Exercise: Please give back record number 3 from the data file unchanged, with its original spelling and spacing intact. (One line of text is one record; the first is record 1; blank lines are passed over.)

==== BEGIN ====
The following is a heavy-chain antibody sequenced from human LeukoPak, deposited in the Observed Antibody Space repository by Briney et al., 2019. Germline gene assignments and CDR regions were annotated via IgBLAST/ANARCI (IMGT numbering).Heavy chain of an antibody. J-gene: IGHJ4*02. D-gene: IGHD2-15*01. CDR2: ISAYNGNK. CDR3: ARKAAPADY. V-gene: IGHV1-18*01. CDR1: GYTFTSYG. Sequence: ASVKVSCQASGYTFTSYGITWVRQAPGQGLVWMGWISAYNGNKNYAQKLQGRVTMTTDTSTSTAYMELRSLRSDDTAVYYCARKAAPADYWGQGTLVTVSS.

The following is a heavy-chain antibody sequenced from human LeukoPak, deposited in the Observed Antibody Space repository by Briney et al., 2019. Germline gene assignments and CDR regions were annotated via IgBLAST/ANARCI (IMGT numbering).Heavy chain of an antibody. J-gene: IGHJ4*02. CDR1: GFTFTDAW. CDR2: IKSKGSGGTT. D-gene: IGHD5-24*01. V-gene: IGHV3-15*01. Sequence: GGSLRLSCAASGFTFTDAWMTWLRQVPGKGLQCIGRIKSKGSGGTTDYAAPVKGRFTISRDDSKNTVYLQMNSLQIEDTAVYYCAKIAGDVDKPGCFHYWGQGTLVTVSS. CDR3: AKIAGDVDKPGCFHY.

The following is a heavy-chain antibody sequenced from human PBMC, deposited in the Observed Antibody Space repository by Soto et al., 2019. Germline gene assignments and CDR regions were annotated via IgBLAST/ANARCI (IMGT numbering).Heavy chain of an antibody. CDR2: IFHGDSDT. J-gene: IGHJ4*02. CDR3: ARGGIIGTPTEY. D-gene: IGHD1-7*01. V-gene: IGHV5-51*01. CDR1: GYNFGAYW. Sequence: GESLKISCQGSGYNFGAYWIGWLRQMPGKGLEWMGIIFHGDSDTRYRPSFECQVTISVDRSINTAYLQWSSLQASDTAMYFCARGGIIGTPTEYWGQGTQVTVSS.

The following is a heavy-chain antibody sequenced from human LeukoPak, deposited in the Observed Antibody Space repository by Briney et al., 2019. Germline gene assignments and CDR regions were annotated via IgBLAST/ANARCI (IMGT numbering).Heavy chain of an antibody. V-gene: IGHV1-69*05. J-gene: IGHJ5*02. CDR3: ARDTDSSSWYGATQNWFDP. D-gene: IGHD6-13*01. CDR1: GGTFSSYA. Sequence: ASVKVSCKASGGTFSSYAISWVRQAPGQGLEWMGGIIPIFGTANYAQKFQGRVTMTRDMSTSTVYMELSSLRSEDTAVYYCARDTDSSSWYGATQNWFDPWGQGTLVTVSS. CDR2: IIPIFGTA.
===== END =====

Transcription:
The following is a heavy-chain antibody sequenced from human PBMC, deposited in the Observed Antibody Space repository by Soto et al., 2019. Germline gene assignments and CDR regions were annotated via IgBLAST/ANARCI (IMGT numbering).Heavy chain of an antibody. CDR2: IFHGDSDT. J-gene: IGHJ4*02. CDR3: ARGGIIGTPTEY. D-gene: IGHD1-7*01. V-gene: IGHV5-51*01. CDR1: GYNFGAYW. Sequence: GESLKISCQGSGYNFGAYWIGWLRQMPGKGLEWMGIIFHGDSDTRYRPSFECQVTISVDRSINTAYLQWSSLQASDTAMYFCARGGIIGTPTEYWGQGTQVTVSS.